Nag Panchami 2024: Dates and Importance

Nag Panchami is celebrated every year on the day of Shravan Shukla Panchami. This year, Nag Panchami is on August 09, 2024. The serpent used by Lord Shankar as an ornament and Lord Vishnu as a bed is worshiped with equal reverence.

Nag Panchami festival is celebrated by worshiping the snake and hanging a picture of it on the main door of the house. There is a belief that snakes living inside the hut in the summer will come out on Shravan Shukla Panchami due to the coolness of the rains.

It is religiously believed that by hanging a picture of a snake worshipped by the Brahmin priest in the house all year long, snakes and scorpions will not harm, and we will also be protected from the fear of fire, clouds, and lightning.

There has been a tradition of worshiping eight snake gods, namely Ananta, Vasuki, Padma, Mahapadma, Takshak, Kulir, Karkat, and Shankha, since Vedic times. It is believed that snakes are beneath every house, and if the snake sitting under the foundation of the house gets angry, the foundation of the house will collapse. So people started the tradition of worshipping snakes.

As mentioned in the Varaha Purana, this day is also famous for Naga Puja because Brahma’s dialogue with Nagaraja (king of snakes) was on Shravan Shukla Panchami.

Hindu Gods and their relationship with Snakes 

Lord Shiva wears a garland of snakes, and Lord Vishnu sleeps on the bed of the snakes, so both deities are associated with snakes in one way or another. Lord Ganesha, who received the right of first worship, has a snake in one hand.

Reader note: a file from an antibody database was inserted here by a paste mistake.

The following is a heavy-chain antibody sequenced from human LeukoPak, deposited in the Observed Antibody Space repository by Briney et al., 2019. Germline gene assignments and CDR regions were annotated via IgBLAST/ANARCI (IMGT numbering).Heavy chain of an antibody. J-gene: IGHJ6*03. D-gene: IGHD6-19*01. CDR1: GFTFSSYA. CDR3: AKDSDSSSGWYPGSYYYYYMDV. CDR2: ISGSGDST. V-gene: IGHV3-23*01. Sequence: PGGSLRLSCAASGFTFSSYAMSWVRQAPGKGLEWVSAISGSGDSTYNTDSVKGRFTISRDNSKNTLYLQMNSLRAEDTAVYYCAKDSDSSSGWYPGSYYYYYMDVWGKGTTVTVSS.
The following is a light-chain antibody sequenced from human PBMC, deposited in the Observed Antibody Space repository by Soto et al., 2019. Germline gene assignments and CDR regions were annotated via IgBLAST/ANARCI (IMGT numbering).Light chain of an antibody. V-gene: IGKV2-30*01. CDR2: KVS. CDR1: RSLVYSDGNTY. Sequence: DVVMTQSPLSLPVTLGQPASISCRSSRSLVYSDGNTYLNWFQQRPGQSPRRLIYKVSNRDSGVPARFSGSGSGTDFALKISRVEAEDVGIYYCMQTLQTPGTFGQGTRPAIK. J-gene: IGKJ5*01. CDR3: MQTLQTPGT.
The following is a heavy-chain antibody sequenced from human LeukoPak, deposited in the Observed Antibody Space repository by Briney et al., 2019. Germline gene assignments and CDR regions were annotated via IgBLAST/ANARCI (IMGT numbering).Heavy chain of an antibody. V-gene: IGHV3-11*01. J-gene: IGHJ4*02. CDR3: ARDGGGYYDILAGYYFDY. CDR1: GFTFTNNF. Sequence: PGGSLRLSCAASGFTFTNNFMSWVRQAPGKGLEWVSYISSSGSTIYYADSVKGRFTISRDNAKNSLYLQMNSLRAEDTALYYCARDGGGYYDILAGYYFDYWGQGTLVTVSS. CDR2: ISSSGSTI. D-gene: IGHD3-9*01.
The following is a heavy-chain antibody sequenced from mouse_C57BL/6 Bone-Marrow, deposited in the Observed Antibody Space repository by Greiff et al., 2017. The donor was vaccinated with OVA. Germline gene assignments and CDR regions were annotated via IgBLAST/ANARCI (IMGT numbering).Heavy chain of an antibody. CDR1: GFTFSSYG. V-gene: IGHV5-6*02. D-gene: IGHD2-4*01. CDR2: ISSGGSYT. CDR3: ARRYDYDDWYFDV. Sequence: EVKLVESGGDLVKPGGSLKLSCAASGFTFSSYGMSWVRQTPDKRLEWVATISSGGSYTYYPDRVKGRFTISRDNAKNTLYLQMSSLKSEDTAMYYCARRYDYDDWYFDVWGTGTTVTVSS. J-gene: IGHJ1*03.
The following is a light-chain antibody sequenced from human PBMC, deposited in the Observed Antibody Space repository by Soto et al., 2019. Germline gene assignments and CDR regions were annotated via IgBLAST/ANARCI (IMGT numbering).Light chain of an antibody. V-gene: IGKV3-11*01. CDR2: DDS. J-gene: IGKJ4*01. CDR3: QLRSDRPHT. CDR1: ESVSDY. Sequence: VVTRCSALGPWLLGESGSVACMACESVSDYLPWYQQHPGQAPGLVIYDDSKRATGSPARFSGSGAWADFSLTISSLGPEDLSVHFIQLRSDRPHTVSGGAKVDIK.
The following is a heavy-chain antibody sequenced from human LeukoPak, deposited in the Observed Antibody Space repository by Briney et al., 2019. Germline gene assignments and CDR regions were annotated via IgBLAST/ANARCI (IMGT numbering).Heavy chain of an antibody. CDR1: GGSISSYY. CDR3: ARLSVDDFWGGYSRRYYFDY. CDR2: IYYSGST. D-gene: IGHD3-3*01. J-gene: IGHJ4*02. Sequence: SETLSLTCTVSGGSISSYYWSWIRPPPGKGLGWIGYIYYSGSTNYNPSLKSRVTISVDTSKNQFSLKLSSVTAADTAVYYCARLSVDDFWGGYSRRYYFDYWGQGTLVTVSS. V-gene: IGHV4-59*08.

Lord shiva with snake

Sri Ramachandra’s brother Lakshmana and Krishna’s brother Balarama are also considered incarnations of Shesha naga (शेषनाग). The story is mentioned in various Puranas that both were born to help Shri Ram and Shri Krishna, who were born as avatars of Lord Vishnu to destroy the wicked and protect the gentleman.

The incident of Lord Krishna oppressing Kaliya in his childhood is described in various Puranas. The statue of Buddha has a serpent figure on its head in the form of a crown. Matsyendranath is decorated with a garland of serpent snakes. Jain Tirthankara also has serpentine crowns on their heads. Arjuna, the son of Pandu, and Chandragupta II married a Naga-Kanya in the scriptures.

The belief that Goddess Lakshmi resides in the house where snakes are worshiped has been in our society since time immemorial.

Origin of Nag Puja (Worshipping of Snake Gods)

In every civilization of the world, religions, and cultures have adopted nature worship. Based on the archeological materials obtained from the excavations of primitive societies, it is confirmed that ancient humans were nature worshipers. The difference is that the worship and sadhana methods differ according to the country, era, and environment.

There are various legends about how and why Nagpanchami started to be celebrated. One of the famous legends is as follows.

A farmer dug his field when he found three baby snakes and killed them. When the child’s mother came looking for food, she became angry with the farmer since all her children had died. Nagini, who was enraged by anger, killed the farmer immediately, as she was not free from anger, so she went to the farmer’s house and killed his wife and two sons. By chance, the farmer’s daughter managed to escape as she was outside the home.

After searching for the farmer’s daughter, Nagini found her on the road and tried to kill her. After the farmer’s daughter begged her not to kill me in many ways, I will worship you and give her milk, Nagini left the farmer’s daughter in pity.